April 22nd is Earth Day. Founded in 1970 by Wisconsin Senator Gaylord Nelson as a response to a large oil spill in Santa Barbara, the annual event has grown from 20 million Americans that first year to 200 million people around the world in 1990, and it continues to grow today. According to earthday.org, the first Earth Day spurred our government to create the Clean Air, Clean Water, and Endangered Species Acts as well as to form the Environmental Protection Agency (EPA).
In 2014, the U.S. government is celebrating by promoting President Obama’s Climate Action Plan. The plan is a pledge to cut carbon emissions, prepare for the effects of climate change, and participate on a global scale to address climate change. The plan is already forging ahead. Last week, the Department of Energy announced that it is making $4 billion available for renewable energy and energy efficiency projects. National Geographic has the details.
And here’s how you can celebrate…
NASA wants your selfies! NASA’s Global Selfie event asks people from all over planet Earth to take a photo of themselves in their local environment and post it on the social media platform of their choice, marking it #GlobalSelfie. NASA plans to use your photos to create a crowd-sourced mosaic image of Earth.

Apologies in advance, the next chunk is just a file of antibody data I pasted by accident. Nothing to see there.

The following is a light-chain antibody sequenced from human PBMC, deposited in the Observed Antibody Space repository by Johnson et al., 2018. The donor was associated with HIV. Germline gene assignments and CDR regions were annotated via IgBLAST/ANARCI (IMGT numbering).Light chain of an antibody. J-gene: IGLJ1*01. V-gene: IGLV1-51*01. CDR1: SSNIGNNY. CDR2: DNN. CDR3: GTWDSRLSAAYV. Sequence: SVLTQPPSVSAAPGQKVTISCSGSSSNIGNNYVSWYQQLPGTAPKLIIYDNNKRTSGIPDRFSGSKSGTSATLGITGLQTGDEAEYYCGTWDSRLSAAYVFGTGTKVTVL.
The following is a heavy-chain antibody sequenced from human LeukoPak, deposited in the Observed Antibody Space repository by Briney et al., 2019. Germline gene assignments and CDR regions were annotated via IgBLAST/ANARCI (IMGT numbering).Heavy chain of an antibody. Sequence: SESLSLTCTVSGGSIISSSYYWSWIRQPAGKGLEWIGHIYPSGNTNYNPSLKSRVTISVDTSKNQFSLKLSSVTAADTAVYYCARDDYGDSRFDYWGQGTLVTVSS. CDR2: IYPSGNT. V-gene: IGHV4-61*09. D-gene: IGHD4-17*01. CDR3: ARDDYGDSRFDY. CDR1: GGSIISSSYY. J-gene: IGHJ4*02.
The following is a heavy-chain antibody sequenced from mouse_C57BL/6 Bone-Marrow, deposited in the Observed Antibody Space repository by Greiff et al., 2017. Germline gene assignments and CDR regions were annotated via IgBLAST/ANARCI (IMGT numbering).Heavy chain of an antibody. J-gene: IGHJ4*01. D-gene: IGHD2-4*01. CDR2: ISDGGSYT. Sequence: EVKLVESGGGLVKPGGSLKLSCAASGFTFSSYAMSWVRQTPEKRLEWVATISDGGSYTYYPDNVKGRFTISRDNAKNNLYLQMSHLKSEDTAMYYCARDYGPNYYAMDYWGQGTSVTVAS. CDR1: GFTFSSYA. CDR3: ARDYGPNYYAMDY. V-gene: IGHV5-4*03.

For more Earth Day smartphone, science-y fun, download the Soundscape Recorder app and record the everyday sounds of your world on April 22nd. Bryan Pijanowski, a soundscape ecologist at Purdue University, is hoping to get one million recordings on Earth Day, using the power of citizen science! According to Wired, “as [the sound recordings] accumulate, year after year, scientists could use them to measure patterns and changes in our sonic environments.” And after you’ve listened to your environment, take a few minutes and listen to more: Global Soundscapes has more than 500,000 recordings of ecosystems from around the world for you to hear.
And when you’re done listening, look up! The heavens will be celebrating Earth Day, too, with the Lyrid meteor shower. The Lyrids, one of the most dependable meteor showers of the year, will be at its peak in the early morning hours of April 22nd. On moonless nights you can see 10 to 20 meteors per hour at the Lyrids’ peak. A bright moon this year will obscure many of the dimmer meteors, but it’s still worth searching the skies to see what you can find.
There’s more you can do on Earth Day and every other day to help the planet, including riding a bike instead of driving, planting a tree, and volunteering at a local wildlife refuge. Check out some practical tips from the Fish and Wildlife Service and from the EPA.
After you’ve done your part for the planet, come to the California Academy of Sciences and get your reward! The world’s greenest museum offers discount tickets to you Earth lovers: bring a reusable water bottle to the Academy beginning Tuesday, April 22nd, to Sunday, May 4th, and get $3.00 off admission!